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Merkel gives Brexit ultimatum to Johnson, urges to resolve 'Irish backdrop' issue in 30 days

ANI  |  Europe 

German Chancellor Angela Merkel has challenged British Prime Minister Boris Johnson to come up with a new plan for the Irish border backstop-"Brexit" in 30 days.

Addressing a joint news conference in Berlin, on Wednesday evening (local time), Merkel told Johnson that he needed to come up with specific proposals on alternatives to the so-called 'Irish backstop' -- the divisive part of the Brexit deal that the UK government wants to abandon -- after he doubled down on a push to remove it without providing any further details, CNN reported.

The reintroduction of border posts on the frontier between Northern Ireland, which remains part of the UK, and the Republic of Ireland, an EU member, forms one of the biggest contentions of Britain's departure from the European Union (EU).

Earlier, former British Prime Minister Theresa May's Brexit deal avoided the reintroduction of a so-called "hard" Irish border, because of the built-in transition period that keeps the UK in a customs union with the EU.

The problems pour in if there's no agreement on what to do after the transition period ends in 2020.

The Irish border issue has infuriated hard-line Brexiteers, who fear that the UK will never "properly" leave the bloc. Those people want to be free of the customs union, in order to forge international trade deals that would require the UK to be free of EU regulations on issues like agriculture, fisheries, food standards and the environment.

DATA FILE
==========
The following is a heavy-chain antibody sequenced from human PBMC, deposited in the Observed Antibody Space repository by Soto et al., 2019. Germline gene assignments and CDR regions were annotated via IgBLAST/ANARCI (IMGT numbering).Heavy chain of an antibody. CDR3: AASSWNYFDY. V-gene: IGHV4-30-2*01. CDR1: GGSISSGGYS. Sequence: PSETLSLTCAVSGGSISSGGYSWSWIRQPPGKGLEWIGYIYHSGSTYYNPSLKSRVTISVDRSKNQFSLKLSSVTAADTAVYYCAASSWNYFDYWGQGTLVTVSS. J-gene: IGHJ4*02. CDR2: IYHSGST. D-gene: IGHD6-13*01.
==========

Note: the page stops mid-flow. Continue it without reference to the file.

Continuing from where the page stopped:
Merkel today said the "UK has to tell us what ideas it has" to solve the backstop issue, adding that "it is not the job of the chancellor" to find a solution.

"We always said we would find a solution in the coming two years," Merkel said. "But possibly, you might find the solution in 30 days, why not? And then we would be a step forward," she added, stressing that every effort should be made to establish a clear plan for the future relationship between Britain and the EU.

Meanwhile, Johnson said he welcomed the "blistering timetable" and that the "onus is on us" to find a practical solution to the political deadlock.

Johnson, who is currently on a visit to Germany -- the first foreign trip as British Prime Minister -- is pushing for the EU to ditch the so-called Irish backstop clause.

He will continue his trip on Thursday in Paris with the French President Emmanuel Macron.

Johnson sent the EU a letter outlining his position on Monday. In it, he called for the Irish backstop provision to be scrapped. He said it was "anti-democratic and inconsistent with the country's sovereignty as a state."

However, Johnson did not suggest any alternative plan.

On Tuesday, European Council President Donald Tusk stressed that the backstop was "an insurance to avoid a hard border on the island of Ireland unless and until an alternative is found."

"Those against the backstop and not proposing realistic alternatives in fact support reestablishing a border. Even if they do not admit it," Tusk added.

A lack of a Plan B would mean the UK is more likely to crash out of the EU without a deal. This would, according to the government's own forecasts, plunge the country into economic chaos. It could also spark food, medicine and fuel shortages.

Johnson has indicated he is prepared to take the country out of the EU without an agreement.

(This story has not been edited by Business Standard staff and is auto-generated from a syndicated feed.)

First Published: Thu, August 22 2019. 02:20 IST
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